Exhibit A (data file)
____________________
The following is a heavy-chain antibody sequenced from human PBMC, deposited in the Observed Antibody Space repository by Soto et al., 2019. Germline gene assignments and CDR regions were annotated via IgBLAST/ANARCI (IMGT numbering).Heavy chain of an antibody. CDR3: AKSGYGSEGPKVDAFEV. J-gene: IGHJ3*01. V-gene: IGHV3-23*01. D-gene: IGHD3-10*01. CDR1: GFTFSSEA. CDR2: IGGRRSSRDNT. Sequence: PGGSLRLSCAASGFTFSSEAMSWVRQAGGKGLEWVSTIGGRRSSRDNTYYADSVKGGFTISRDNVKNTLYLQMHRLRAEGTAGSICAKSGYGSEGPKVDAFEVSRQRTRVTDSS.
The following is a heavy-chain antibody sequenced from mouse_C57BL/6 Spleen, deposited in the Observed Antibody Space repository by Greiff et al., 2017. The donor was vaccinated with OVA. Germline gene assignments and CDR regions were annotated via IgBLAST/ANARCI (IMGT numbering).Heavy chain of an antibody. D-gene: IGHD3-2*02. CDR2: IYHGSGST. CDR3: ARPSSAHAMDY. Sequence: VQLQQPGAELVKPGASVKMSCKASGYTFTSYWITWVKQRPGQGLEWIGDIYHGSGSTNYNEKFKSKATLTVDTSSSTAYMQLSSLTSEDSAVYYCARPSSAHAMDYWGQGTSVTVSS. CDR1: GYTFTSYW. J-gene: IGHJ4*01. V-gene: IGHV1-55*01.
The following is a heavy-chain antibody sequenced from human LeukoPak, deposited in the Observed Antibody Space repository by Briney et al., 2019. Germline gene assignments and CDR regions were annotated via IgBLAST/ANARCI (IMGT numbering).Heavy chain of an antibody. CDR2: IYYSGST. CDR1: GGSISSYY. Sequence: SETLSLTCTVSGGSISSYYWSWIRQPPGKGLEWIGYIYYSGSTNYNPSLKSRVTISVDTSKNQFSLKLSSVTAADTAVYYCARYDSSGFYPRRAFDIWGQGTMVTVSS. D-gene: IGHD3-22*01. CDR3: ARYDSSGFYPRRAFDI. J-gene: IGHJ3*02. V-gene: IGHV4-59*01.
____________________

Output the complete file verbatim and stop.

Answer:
The following is a heavy-chain antibody sequenced from human PBMC, deposited in the Observed Antibody Space repository by Soto et al., 2019. Germline gene assignments and CDR regions were annotated via IgBLAST/ANARCI (IMGT numbering).Heavy chain of an antibody. CDR3: AKSGYGSEGPKVDAFEV. J-gene: IGHJ3*01. V-gene: IGHV3-23*01. D-gene: IGHD3-10*01. CDR1: GFTFSSEA. CDR2: IGGRRSSRDNT. Sequence: PGGSLRLSCAASGFTFSSEAMSWVRQAGGKGLEWVSTIGGRRSSRDNTYYADSVKGGFTISRDNVKNTLYLQMHRLRAEGTAGSICAKSGYGSEGPKVDAFEVSRQRTRVTDSS.
The following is a heavy-chain antibody sequenced from mouse_C57BL/6 Spleen, deposited in the Observed Antibody Space repository by Greiff et al., 2017. The donor was vaccinated with OVA. Germline gene assignments and CDR regions were annotated via IgBLAST/ANARCI (IMGT numbering).Heavy chain of an antibody. D-gene: IGHD3-2*02. CDR2: IYHGSGST. CDR3: ARPSSAHAMDY. Sequence: VQLQQPGAELVKPGASVKMSCKASGYTFTSYWITWVKQRPGQGLEWIGDIYHGSGSTNYNEKFKSKATLTVDTSSSTAYMQLSSLTSEDSAVYYCARPSSAHAMDYWGQGTSVTVSS. CDR1: GYTFTSYW. J-gene: IGHJ4*01. V-gene: IGHV1-55*01.
The following is a heavy-chain antibody sequenced from human LeukoPak, deposited in the Observed Antibody Space repository by Briney et al., 2019. Germline gene assignments and CDR regions were annotated via IgBLAST/ANARCI (IMGT numbering).Heavy chain of an antibody. CDR2: IYYSGST. CDR1: GGSISSYY. Sequence: SETLSLTCTVSGGSISSYYWSWIRQPPGKGLEWIGYIYYSGSTNYNPSLKSRVTISVDTSKNQFSLKLSSVTAADTAVYYCARYDSSGFYPRRAFDIWGQGTMVTVSS. D-gene: IGHD3-22*01. CDR3: ARYDSSGFYPRRAFDI. J-gene: IGHJ3*02. V-gene: IGHV4-59*01.